[Phys. Rev. Fluids 6, L042001] Published Thu Apr 29, 2021
Wave propagation models in the time domain have been extensively used in the available literature to study the flow characteristics in blood vessels. Most of the wave propagation models have considered flat or parabolic velocity profile functions to estimate the nonlinear convection and diffusion terms present in the conservation of momentum equation. There are only a few works available on the wave propagation analysis in which the velocity profile is approximated using different polynomial functions. In this study, a computationally efficient nonlinear axisymmetric formulation is presented without a priori assumed velocity profile function across the cross section to model the blood flow. Such a formulation in terms of axial velocity (u), pressure (p), and domain radius (R) facilitates the evolution/development of axial velocity profile as the flow progresses with time. The arterial mechanical behavior is modeled using a linear elastic constitutive relation. Partial differential equations are discretized using the finite element method and the Galerkin time integration technique in space and time domains, respectively. This study finds a phase difference between the shear stress at the wall and the flow rate. The flow characteristics and the velocity profile function are found to be in good agreement with the three-dimensional computational results available in the literature. The detailed investigation of the axial velocity across the cross section reveals neither flat nor parabolic profiles, as previously assumed in the literature.
We report a theoretical and experimental study of the breaking of liquid jets under external periodic heating by laser pulses. In this case, jet breaking is controlled by the competition between the growth of the initial disturbances, which possess a wide wavenumber spectrum and result in the classical Rayleigh–Plateau (RP) unstable modes, and the growth of the disturbance caused by the surface tension perturbation corresponding to the periodic temperature modulation by pulsed laser heating, which appears as the thermocapillary (TC) unstable modes driven by the Marangoni flow. Our linear stability analysis shows that both the RP modes and the TC modes obey the same dispersion relation. We obtain analytical results on the range of the laser pulsing frequency that produces uniform jet breaking, at which the principal TC mode dominates the RP modes and the jet breaks at exactly the laser heating frequency, and the resulting liquid drops are uniform in size. Our theoretical prediction agrees well with experimental observations. In the uniform jet breaking range, our stability analysis also gives the growth rates of the TC modes and the jet breakup length, both of which are supported by experimental measurements. In the experiments, we also observed the growth of higher-order modes, which can again be explained quantitatively by our stability analysis.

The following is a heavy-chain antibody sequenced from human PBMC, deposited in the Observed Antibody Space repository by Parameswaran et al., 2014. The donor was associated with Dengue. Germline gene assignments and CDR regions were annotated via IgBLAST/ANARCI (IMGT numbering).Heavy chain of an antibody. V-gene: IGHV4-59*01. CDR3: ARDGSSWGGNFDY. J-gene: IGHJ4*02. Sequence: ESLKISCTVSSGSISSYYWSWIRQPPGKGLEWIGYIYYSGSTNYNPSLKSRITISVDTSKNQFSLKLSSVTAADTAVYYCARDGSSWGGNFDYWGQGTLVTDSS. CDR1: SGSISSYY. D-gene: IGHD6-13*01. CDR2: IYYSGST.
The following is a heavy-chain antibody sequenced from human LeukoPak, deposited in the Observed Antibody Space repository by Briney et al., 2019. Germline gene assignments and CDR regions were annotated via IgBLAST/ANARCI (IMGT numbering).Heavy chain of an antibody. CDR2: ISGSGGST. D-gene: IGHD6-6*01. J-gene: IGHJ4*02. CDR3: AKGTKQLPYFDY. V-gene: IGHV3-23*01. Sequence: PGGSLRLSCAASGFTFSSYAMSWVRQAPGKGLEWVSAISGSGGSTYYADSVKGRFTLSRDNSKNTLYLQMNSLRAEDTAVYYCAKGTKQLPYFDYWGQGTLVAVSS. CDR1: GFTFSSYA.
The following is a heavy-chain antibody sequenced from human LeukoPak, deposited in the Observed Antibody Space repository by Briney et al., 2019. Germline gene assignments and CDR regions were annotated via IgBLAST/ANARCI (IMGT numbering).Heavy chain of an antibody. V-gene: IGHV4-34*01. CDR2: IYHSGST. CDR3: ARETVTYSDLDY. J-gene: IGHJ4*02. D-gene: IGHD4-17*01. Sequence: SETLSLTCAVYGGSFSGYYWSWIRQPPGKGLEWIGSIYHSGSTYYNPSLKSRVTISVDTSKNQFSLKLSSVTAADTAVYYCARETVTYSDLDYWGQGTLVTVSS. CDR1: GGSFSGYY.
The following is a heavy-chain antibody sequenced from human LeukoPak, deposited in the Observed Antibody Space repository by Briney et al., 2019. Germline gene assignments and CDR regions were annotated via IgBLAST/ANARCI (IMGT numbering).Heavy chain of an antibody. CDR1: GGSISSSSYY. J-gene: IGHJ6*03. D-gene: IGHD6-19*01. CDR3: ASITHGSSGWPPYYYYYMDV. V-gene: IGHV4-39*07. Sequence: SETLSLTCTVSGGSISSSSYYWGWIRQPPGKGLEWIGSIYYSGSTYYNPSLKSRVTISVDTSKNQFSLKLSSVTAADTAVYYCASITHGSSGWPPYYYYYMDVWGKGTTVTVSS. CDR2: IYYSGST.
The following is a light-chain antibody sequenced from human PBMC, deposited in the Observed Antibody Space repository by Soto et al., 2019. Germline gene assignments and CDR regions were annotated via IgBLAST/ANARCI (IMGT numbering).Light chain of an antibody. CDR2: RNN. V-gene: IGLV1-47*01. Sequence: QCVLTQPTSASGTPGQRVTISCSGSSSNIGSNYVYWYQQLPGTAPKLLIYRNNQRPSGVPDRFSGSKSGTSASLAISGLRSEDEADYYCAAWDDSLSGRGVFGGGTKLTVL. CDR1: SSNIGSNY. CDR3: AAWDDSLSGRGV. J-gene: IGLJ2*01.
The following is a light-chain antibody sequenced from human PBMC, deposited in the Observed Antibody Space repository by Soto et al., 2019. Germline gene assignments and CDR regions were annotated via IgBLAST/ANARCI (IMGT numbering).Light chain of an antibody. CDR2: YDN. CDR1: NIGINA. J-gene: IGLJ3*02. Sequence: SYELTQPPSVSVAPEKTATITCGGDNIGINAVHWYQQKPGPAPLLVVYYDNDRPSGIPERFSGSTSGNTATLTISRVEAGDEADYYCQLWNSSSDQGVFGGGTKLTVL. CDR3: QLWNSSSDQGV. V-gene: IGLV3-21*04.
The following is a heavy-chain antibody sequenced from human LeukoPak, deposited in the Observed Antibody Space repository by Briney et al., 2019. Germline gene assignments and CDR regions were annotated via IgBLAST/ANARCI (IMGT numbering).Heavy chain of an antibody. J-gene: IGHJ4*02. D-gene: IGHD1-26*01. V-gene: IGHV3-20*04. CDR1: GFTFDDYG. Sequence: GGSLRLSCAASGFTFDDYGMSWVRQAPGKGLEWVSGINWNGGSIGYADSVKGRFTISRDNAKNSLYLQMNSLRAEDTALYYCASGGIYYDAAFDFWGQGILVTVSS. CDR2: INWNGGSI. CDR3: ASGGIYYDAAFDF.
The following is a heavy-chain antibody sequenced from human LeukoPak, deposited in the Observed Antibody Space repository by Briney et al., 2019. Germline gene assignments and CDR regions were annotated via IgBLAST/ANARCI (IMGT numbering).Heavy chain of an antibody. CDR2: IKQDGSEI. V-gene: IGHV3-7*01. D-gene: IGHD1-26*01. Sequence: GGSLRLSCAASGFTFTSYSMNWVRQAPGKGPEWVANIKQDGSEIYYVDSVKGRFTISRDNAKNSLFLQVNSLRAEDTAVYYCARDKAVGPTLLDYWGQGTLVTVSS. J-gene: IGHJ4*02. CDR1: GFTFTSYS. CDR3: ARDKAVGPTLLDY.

Author(s): Jacob R. Gissinger, Alexander Z. Zinchenko, and Robert H. Davis
The internal flow and mixing properties inside deformable droplets, after reaching the steady state within two types of passive droplet traps, are visualized and analyzed as dynamical systems. The first droplet trap (constriction) is formed by three spheres arranged in an equilateral triangle, while...
[Phys. Rev. E 103, 043106] Published Wed Apr 28, 2021
Author(s): Thijs de Goede, Karla de Bruin, Noushine Shahidzadeh, and Daniel Bonn